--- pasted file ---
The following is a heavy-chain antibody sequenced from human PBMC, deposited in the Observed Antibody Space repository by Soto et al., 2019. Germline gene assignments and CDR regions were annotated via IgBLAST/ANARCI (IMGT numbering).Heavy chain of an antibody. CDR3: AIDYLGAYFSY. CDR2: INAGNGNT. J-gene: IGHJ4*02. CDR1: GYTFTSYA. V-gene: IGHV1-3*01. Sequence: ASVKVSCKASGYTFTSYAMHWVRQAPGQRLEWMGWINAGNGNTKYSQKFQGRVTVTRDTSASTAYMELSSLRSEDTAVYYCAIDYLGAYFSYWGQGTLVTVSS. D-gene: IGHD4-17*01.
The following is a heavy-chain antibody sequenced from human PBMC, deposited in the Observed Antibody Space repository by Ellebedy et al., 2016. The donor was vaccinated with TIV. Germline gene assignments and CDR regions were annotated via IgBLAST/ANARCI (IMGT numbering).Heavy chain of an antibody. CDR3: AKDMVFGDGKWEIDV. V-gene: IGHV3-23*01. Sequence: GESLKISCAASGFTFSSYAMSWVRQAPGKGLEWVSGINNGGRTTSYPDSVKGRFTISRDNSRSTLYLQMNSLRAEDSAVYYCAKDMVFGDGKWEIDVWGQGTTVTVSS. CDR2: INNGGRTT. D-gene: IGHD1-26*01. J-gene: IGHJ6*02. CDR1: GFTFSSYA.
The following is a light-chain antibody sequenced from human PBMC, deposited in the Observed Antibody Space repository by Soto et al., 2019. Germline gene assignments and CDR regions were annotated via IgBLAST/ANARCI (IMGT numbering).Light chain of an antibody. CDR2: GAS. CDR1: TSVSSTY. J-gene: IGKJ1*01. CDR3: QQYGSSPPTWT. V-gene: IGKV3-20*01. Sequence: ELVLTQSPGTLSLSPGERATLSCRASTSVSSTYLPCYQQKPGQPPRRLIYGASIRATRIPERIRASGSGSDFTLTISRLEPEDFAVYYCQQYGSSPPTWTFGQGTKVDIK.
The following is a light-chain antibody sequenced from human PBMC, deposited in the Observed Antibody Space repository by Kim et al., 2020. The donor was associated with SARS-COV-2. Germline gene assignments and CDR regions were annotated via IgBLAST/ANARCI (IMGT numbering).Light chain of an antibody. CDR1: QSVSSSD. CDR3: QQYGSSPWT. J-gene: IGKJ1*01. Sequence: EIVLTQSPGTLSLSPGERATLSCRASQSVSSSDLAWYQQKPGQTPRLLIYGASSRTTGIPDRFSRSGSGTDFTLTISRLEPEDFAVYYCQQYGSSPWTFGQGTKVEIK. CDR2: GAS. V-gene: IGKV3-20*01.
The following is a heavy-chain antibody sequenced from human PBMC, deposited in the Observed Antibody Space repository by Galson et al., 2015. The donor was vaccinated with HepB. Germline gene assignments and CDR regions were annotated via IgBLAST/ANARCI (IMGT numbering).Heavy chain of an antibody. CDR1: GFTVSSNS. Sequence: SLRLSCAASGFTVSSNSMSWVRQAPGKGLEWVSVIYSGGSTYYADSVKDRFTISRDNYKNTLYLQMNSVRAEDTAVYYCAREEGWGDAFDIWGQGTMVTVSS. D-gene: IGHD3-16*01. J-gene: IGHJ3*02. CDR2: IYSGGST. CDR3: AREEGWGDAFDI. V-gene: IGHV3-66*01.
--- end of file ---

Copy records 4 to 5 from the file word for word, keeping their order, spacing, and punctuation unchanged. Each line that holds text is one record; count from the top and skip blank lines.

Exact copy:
The following is a light-chain antibody sequenced from human PBMC, deposited in the Observed Antibody Space repository by Kim et al., 2020. The donor was associated with SARS-COV-2. Germline gene assignments and CDR regions were annotated via IgBLAST/ANARCI (IMGT numbering).Light chain of an antibody. CDR1: QSVSSSD. CDR3: QQYGSSPWT. J-gene: IGKJ1*01. Sequence: EIVLTQSPGTLSLSPGERATLSCRASQSVSSSDLAWYQQKPGQTPRLLIYGASSRTTGIPDRFSRSGSGTDFTLTISRLEPEDFAVYYCQQYGSSPWTFGQGTKVEIK. CDR2: GAS. V-gene: IGKV3-20*01.
The following is a heavy-chain antibody sequenced from human PBMC, deposited in the Observed Antibody Space repository by Galson et al., 2015. The donor was vaccinated with HepB. Germline gene assignments and CDR regions were annotated via IgBLAST/ANARCI (IMGT numbering).Heavy chain of an antibody. CDR1: GFTVSSNS. Sequence: SLRLSCAASGFTVSSNSMSWVRQAPGKGLEWVSVIYSGGSTYYADSVKDRFTISRDNYKNTLYLQMNSVRAEDTAVYYCAREEGWGDAFDIWGQGTMVTVSS. D-gene: IGHD3-16*01. J-gene: IGHJ3*02. CDR2: IYSGGST. CDR3: AREEGWGDAFDI. V-gene: IGHV3-66*01.